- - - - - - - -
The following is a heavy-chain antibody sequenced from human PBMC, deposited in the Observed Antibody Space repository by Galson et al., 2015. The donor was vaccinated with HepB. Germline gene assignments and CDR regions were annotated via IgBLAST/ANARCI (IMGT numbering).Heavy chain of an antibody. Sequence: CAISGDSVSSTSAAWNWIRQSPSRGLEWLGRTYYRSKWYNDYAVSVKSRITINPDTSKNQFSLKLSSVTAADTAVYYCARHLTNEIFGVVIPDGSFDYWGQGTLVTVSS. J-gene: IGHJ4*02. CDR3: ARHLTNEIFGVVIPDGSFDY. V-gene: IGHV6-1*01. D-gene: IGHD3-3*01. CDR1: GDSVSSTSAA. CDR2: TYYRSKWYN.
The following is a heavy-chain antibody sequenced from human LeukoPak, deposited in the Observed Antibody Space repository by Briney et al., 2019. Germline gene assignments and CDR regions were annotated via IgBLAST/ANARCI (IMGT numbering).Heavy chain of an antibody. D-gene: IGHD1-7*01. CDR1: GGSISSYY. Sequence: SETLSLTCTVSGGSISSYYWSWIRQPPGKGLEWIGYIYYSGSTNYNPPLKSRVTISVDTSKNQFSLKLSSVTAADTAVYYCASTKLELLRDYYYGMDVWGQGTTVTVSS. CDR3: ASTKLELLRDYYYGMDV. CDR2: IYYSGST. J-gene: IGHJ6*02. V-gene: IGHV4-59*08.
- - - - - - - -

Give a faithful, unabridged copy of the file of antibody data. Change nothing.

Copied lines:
The following is a heavy-chain antibody sequenced from human PBMC, deposited in the Observed Antibody Space repository by Galson et al., 2015. The donor was vaccinated with HepB. Germline gene assignments and CDR regions were annotated via IgBLAST/ANARCI (IMGT numbering).Heavy chain of an antibody. Sequence: CAISGDSVSSTSAAWNWIRQSPSRGLEWLGRTYYRSKWYNDYAVSVKSRITINPDTSKNQFSLKLSSVTAADTAVYYCARHLTNEIFGVVIPDGSFDYWGQGTLVTVSS. J-gene: IGHJ4*02. CDR3: ARHLTNEIFGVVIPDGSFDY. V-gene: IGHV6-1*01. D-gene: IGHD3-3*01. CDR1: GDSVSSTSAA. CDR2: TYYRSKWYN.
The following is a heavy-chain antibody sequenced from human LeukoPak, deposited in the Observed Antibody Space repository by Briney et al., 2019. Germline gene assignments and CDR regions were annotated via IgBLAST/ANARCI (IMGT numbering).Heavy chain of an antibody. D-gene: IGHD1-7*01. CDR1: GGSISSYY. Sequence: SETLSLTCTVSGGSISSYYWSWIRQPPGKGLEWIGYIYYSGSTNYNPPLKSRVTISVDTSKNQFSLKLSSVTAADTAVYYCASTKLELLRDYYYGMDVWGQGTTVTVSS. CDR3: ASTKLELLRDYYYGMDV. CDR2: IYYSGST. J-gene: IGHJ6*02. V-gene: IGHV4-59*08.